Another developer carrying out residential projects in the city is King Cross, which in September began work on the Flora Śródmieście apartment block. The first-floor frontage of the building will feature quotations from the quintessential Łódź novel ‘The Promised Land’ by Władysław Reymont. OPG Property Professionals has paid its own tribute to the city’s history with its Art Modern project, which involves the reconstruction of a 19th century power station in the ul. Wróblewskiego and ul. Skrzywana quarter. And the city itself has played a significant role in raising the quality of life for residents of its existing buildings. Townhouse renovations are not only pleasing to the eye, but are also safer, warmer and more functional. On ul. Włókiennicz, work is underway to renovate 13 tenement buildings that house more than 150 families. These are also to include care facilities and art studios.

Setting an example

Renovation projects are currently underway in many Polish cities and it seems that some of the investors behind them have been inspired by projects in Łódź, while local authorities are also coming around to the importance of such revitalisations. This approach is becoming embedded in architectural and urban trends and has been given a further boost by the fashion for ESG. And restoring to life historic buildings is not only a worthy idea, but one that turns out to be profitable.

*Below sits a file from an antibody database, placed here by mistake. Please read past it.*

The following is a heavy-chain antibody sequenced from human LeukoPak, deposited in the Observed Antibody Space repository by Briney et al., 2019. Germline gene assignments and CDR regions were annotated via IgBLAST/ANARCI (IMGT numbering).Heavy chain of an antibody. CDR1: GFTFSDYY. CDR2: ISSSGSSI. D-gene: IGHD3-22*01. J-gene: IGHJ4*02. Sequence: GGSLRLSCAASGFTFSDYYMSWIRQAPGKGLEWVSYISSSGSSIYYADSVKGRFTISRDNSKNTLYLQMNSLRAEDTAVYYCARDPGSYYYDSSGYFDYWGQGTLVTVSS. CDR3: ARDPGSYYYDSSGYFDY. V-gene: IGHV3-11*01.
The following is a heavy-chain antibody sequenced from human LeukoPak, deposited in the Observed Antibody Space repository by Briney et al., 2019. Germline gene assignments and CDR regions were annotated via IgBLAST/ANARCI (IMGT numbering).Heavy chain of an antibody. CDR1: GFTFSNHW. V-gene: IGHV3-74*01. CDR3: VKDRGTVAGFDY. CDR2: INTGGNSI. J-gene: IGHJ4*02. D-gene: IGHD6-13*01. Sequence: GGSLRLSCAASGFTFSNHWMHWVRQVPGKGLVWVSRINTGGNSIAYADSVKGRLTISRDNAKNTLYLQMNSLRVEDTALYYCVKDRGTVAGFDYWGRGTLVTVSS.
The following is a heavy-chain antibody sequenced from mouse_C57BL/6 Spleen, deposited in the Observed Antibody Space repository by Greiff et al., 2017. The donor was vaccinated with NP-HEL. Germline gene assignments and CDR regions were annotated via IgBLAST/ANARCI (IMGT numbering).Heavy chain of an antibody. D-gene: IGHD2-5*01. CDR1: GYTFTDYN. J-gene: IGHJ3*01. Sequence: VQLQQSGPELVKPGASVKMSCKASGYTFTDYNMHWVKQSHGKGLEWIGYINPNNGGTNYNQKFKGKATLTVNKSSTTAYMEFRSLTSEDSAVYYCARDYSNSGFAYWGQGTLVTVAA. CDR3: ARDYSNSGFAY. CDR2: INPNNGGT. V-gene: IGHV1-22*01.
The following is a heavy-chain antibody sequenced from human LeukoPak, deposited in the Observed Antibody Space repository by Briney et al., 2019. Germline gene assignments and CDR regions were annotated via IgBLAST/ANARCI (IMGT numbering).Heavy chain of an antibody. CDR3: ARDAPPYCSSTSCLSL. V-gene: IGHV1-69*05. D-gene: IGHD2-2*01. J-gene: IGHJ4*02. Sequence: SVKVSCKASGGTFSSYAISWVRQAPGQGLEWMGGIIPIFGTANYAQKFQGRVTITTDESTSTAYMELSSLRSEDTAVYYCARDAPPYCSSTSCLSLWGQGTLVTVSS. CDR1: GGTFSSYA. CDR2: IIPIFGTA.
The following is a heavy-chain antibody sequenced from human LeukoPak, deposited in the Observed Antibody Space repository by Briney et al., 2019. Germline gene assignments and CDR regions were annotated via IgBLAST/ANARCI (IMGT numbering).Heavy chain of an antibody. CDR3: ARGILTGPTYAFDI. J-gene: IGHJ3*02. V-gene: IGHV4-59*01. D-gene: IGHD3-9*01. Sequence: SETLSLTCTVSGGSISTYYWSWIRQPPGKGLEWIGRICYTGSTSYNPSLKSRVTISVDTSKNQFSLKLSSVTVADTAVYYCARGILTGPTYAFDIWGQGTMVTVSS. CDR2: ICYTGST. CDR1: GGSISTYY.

“The post-industrial atmosphere of Łódź has now become its hallmark, but tenants are often looking for similar projects in other cities where their preferences cannot always be catered for,” admits Karol Patynowski of JLL. Anna Wdowiak is of a similar opinion: “We have seen a great deal of interest from investors from smaller cities that still don’t have such projects, but they do have former industrial sites that could be given new life,” she points out. It is therefore probably inevitable that the boom in renovating post-industrial properties will continue to spread to other communities as it is embraced by tenants, investors local authorities. If this happens, Łódź will serve as a template that will be copied for decades to come.